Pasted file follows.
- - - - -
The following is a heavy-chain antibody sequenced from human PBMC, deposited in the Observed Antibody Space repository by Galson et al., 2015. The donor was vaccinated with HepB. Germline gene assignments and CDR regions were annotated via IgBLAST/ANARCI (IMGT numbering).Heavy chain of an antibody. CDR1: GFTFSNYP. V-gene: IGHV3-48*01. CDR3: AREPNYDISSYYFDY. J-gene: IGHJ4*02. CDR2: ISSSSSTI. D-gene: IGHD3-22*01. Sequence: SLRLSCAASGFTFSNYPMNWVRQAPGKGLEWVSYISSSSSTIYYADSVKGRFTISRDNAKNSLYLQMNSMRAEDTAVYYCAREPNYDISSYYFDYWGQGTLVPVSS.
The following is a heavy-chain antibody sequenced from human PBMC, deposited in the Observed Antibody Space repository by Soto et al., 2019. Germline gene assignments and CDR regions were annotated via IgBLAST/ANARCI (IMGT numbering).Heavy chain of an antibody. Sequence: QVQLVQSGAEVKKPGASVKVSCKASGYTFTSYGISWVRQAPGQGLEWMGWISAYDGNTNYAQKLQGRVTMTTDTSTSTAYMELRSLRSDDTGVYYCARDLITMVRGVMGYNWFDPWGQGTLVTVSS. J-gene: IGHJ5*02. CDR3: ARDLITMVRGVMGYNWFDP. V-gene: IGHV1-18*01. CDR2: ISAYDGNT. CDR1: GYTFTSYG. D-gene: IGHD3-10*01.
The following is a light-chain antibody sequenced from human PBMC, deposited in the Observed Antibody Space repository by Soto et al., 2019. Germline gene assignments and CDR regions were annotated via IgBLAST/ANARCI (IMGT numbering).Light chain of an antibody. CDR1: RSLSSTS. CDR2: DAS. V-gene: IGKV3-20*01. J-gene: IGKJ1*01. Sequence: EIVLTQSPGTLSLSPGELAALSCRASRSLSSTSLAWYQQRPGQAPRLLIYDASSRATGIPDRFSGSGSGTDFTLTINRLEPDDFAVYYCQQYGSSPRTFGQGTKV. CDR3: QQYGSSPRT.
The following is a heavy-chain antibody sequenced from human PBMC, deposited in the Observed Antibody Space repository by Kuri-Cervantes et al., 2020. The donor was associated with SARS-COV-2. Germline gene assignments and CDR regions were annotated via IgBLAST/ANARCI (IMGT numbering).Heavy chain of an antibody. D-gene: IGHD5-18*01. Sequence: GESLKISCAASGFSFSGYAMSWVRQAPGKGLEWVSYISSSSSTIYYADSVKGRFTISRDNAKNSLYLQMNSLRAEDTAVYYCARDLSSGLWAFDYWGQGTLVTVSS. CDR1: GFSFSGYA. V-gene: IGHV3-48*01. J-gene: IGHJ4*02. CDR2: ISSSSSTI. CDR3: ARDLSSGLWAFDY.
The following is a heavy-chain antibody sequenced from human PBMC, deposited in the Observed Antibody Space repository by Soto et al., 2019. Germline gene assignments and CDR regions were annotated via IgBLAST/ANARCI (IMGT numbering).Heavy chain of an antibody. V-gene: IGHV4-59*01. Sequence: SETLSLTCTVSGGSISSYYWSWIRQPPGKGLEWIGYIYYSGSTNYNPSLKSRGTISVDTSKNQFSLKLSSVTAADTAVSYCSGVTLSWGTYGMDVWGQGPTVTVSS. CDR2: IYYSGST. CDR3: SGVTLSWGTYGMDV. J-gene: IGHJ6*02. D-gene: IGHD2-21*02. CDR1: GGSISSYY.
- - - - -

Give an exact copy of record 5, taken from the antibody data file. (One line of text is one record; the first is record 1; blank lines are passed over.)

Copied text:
The following is a heavy-chain antibody sequenced from human PBMC, deposited in the Observed Antibody Space repository by Soto et al., 2019. Germline gene assignments and CDR regions were annotated via IgBLAST/ANARCI (IMGT numbering).Heavy chain of an antibody. V-gene: IGHV4-59*01. Sequence: SETLSLTCTVSGGSISSYYWSWIRQPPGKGLEWIGYIYYSGSTNYNPSLKSRGTISVDTSKNQFSLKLSSVTAADTAVSYCSGVTLSWGTYGMDVWGQGPTVTVSS. CDR2: IYYSGST. CDR3: SGVTLSWGTYGMDV. J-gene: IGHJ6*02. D-gene: IGHD2-21*02. CDR1: GGSISSYY.